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Food & Drink

Spiced Fruit Tarts by chef cindy bircham

Each year when the holiday season approaches the world is filled with messages of good cheer and hopes of peace. Despite these warm, heartfelt offerings, the sounds of the season expose an inevitable rift that has been dividing us for centuries: those who love mincemeat and those who hate it. Mince, as its commonly known, (and its holiday cousins plum pudding and fruit cake) are traditional, strongly spiced, rich & dense desserts meant for times of celebration and sharing. Mince in particular can cause intense facial cringing for fear of 'meatiness' or perhaps the hate is more reserved for dry, shrivelled raisins. Historically, mincemeat contained bits of mutton or beef with the addition of fat, spices, dried fruit, and a healthy dose of brandy. This savoury preparation was a form of preservation meant to be enjoyed at the beginning of a meal as opposed to the end as is now the custom. Over time the meat itself was removed from the recipe, however, the fat from beef kidneys (known as suet) remained as its richness and flavour added a contrast of savouriness to the sweet. Modern versions (including the recipe that follows) may have butter substituted for suet or removed entirely. It's incredibly difficult to alter a taste memory from a horrible past experience. Certain foods and aromas can transport us to the past with just a whiff in the air or from hearing the name of a dish. The smells of cinnamon, clove and nutmeg may bring a sense of exotic warmth and togetherness to some and to others the memory of soggy pastry, chunks of cold fat, and family squabbles. I may not be able to amend the family rifts but I can help the culinary divides with a few tips: 1. Use quality ingredients. If the raisins in the back of your cupboard resemble ammo for a Red Rider BB gun, soak them extra long or replace them.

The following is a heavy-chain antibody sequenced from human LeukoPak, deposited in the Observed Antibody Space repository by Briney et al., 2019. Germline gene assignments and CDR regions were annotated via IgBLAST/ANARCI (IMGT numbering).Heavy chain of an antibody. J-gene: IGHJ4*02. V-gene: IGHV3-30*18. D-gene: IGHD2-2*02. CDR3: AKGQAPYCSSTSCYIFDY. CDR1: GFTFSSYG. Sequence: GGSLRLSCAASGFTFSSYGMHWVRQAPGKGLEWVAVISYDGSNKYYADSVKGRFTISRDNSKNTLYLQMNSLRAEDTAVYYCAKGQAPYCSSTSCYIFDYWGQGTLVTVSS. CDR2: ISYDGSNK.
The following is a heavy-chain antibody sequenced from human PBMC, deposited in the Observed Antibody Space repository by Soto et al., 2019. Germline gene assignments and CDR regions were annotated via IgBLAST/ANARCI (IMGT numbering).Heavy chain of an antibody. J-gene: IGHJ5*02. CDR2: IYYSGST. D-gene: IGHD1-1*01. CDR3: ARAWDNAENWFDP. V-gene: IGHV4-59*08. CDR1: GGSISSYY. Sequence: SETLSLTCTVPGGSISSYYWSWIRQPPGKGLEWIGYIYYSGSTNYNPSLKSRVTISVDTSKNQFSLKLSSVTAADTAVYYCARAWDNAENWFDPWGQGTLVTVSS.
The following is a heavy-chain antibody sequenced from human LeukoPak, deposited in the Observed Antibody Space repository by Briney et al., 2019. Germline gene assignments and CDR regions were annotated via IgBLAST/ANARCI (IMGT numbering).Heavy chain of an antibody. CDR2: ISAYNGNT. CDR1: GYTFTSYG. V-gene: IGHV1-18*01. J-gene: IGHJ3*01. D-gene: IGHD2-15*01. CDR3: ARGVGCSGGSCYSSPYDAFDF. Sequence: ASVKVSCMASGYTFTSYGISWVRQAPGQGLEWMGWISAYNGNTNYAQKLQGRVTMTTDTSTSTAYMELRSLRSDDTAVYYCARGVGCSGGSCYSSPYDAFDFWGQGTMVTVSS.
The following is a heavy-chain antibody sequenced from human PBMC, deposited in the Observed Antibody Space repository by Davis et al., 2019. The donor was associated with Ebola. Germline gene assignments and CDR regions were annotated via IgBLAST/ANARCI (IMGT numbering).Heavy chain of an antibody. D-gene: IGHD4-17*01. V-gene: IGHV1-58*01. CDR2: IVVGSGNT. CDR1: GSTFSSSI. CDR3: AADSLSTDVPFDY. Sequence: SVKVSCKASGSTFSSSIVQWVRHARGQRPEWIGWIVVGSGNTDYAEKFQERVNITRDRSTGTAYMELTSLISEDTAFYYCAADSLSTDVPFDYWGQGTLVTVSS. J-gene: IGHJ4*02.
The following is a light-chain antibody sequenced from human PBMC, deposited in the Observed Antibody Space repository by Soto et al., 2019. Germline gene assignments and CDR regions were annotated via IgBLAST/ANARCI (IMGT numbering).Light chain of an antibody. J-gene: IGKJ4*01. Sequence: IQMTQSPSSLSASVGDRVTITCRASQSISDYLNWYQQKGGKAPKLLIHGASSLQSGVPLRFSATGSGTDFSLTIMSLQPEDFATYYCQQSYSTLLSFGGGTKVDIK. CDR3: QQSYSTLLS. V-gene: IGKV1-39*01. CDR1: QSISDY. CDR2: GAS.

2. Soaking dried fruit in brandy or rum greatly improves the spiritedness of the mince (this also applies to the cook). Whatever the macerating liquid, heat it before adding to the fruit for greater plumpness. 3. Texture is just as important as flavour. Use a cooling rack after removing baked goods from the oven - the air circulation prevents condensation from forming which makes pastry soggy (this applies to cookies, cakes, and breads, too). 4. Baked mince tarts or pie should never be served cold. If necessary, reheat before serving. 5. A heap of whipped cream on a mince tart is like a bow on a present. 6. A new name can sometimes resurrect an old world food into a younger generation without the negative association of its predecessor. Instead of mince tarts, I prefer to call them Spirited Heirloom Fruit Pastries or simply Spiced Fruit Tarts. To the haters of mince, I say, "Taste it again. You might change your mind". For those who decline, that just leaves more for the rest of us. Pass the whipped cream, please. Cindy Bircham is a professional chef and recipe developer cooking her way across Elgin County with a passion for quality, local and made from scratch. Follow her latest food finds and adventures at You can also sign up there for her newsletter and receive notification of “bake days� on which you can pick up pre-ordered sour dough bread and other delectable goodies baked in a wood fired oven.